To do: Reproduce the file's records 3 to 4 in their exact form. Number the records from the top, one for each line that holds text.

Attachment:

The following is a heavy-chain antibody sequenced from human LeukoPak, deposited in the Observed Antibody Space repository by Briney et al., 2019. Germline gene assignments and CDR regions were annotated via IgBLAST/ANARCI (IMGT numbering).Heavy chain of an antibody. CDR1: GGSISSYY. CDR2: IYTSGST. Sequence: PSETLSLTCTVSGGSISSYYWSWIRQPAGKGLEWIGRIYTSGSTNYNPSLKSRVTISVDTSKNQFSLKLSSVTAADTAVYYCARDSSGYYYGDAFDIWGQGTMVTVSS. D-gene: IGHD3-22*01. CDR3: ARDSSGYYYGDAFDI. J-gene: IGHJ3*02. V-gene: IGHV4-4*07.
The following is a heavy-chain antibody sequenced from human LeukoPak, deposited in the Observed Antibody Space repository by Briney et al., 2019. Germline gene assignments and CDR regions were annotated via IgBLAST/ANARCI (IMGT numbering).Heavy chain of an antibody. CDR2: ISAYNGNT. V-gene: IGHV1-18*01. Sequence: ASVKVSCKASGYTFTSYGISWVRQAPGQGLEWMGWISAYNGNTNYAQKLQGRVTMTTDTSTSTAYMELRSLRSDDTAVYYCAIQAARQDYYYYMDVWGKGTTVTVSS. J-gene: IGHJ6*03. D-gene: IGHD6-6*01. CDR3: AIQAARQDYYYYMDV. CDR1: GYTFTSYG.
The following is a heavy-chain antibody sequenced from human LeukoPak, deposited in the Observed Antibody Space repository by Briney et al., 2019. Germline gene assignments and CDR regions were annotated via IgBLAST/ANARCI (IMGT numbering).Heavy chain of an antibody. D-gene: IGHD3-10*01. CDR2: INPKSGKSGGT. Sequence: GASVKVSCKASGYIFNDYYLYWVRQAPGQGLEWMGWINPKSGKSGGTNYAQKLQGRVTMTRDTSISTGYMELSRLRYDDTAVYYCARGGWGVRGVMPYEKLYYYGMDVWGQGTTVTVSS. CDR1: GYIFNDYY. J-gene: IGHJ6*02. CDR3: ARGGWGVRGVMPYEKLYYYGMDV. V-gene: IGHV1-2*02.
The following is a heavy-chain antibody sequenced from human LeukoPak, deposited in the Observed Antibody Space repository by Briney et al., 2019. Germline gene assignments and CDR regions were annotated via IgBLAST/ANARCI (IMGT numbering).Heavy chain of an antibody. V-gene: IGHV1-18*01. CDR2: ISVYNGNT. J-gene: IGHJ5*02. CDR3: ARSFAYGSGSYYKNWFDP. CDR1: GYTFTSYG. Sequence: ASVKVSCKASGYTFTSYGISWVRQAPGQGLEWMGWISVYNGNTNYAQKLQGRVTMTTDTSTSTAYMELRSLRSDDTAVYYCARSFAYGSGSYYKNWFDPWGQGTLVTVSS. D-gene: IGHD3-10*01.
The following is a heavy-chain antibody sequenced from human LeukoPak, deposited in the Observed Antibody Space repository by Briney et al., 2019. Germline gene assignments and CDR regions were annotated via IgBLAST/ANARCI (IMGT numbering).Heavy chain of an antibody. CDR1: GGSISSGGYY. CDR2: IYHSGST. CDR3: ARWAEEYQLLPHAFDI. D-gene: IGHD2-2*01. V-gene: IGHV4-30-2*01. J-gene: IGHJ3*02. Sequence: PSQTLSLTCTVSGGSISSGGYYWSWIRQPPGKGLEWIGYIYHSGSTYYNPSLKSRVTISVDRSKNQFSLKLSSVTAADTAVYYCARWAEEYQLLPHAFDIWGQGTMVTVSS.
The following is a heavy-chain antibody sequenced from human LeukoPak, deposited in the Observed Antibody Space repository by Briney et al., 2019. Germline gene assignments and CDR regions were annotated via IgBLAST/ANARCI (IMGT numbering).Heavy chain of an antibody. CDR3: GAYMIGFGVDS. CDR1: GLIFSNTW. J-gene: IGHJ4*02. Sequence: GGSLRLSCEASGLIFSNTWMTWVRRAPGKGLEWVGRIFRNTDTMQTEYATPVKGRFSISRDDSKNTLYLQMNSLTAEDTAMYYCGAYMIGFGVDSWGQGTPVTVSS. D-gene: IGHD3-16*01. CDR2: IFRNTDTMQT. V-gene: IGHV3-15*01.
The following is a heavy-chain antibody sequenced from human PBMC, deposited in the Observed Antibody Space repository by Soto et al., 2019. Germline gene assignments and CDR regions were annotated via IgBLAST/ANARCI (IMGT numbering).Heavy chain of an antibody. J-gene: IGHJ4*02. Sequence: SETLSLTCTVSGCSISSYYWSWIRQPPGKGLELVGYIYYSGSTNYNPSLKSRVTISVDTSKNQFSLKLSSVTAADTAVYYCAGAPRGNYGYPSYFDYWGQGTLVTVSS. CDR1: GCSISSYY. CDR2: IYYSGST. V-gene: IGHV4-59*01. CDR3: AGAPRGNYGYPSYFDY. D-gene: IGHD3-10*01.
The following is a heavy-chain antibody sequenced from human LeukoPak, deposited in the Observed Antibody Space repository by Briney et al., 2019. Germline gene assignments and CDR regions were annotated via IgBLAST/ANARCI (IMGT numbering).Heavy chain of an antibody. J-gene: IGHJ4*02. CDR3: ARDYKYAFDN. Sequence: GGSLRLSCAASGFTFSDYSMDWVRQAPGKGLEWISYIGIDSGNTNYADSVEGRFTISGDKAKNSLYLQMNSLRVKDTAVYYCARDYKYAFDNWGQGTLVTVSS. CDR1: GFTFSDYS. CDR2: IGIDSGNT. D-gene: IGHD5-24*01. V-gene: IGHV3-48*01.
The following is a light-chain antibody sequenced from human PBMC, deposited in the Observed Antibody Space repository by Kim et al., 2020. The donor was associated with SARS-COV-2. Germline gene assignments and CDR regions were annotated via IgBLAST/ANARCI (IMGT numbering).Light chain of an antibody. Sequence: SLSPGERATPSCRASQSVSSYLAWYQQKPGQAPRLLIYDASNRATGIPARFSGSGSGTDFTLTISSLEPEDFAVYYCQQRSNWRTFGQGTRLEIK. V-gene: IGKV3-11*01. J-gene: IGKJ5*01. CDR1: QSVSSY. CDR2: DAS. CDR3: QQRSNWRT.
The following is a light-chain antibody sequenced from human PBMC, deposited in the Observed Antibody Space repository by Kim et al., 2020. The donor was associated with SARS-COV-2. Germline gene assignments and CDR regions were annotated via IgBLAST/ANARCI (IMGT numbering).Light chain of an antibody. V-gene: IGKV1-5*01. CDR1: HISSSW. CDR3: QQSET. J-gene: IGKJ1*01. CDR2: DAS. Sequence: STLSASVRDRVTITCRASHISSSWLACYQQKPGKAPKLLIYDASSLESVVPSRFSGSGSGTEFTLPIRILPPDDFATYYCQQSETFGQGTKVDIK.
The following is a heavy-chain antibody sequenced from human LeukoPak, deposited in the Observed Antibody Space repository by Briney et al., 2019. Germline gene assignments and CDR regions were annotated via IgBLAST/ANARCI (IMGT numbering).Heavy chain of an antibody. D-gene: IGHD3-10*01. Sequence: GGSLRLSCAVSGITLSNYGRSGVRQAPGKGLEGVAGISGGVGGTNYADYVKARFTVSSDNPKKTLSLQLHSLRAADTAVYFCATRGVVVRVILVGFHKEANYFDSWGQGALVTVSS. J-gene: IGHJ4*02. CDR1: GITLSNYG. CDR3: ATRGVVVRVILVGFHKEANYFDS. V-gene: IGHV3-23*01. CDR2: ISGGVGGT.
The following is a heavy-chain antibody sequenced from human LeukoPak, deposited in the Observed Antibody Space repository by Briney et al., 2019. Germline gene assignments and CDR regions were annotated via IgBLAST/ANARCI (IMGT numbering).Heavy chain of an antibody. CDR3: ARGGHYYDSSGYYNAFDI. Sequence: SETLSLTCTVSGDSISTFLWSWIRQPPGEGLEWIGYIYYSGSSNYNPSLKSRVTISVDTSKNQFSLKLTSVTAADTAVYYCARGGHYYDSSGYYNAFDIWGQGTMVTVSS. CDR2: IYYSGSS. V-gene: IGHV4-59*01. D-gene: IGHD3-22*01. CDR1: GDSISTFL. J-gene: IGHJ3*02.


The following is a heavy-chain antibody sequenced from human LeukoPak, deposited in the Observed Antibody Space repository by Briney et al., 2019. Germline gene assignments and CDR regions were annotated via IgBLAST/ANARCI (IMGT numbering).Heavy chain of an antibody. D-gene: IGHD3-10*01. CDR2: INPKSGKSGGT. Sequence: GASVKVSCKASGYIFNDYYLYWVRQAPGQGLEWMGWINPKSGKSGGTNYAQKLQGRVTMTRDTSISTGYMELSRLRYDDTAVYYCARGGWGVRGVMPYEKLYYYGMDVWGQGTTVTVSS. CDR1: GYIFNDYY. J-gene: IGHJ6*02. CDR3: ARGGWGVRGVMPYEKLYYYGMDV. V-gene: IGHV1-2*02.
The following is a heavy-chain antibody sequenced from human LeukoPak, deposited in the Observed Antibody Space repository by Briney et al., 2019. Germline gene assignments and CDR regions were annotated via IgBLAST/ANARCI (IMGT numbering).Heavy chain of an antibody. V-gene: IGHV1-18*01. CDR2: ISVYNGNT. J-gene: IGHJ5*02. CDR3: ARSFAYGSGSYYKNWFDP. CDR1: GYTFTSYG. Sequence: ASVKVSCKASGYTFTSYGISWVRQAPGQGLEWMGWISVYNGNTNYAQKLQGRVTMTTDTSTSTAYMELRSLRSDDTAVYYCARSFAYGSGSYYKNWFDPWGQGTLVTVSS. D-gene: IGHD3-10*01.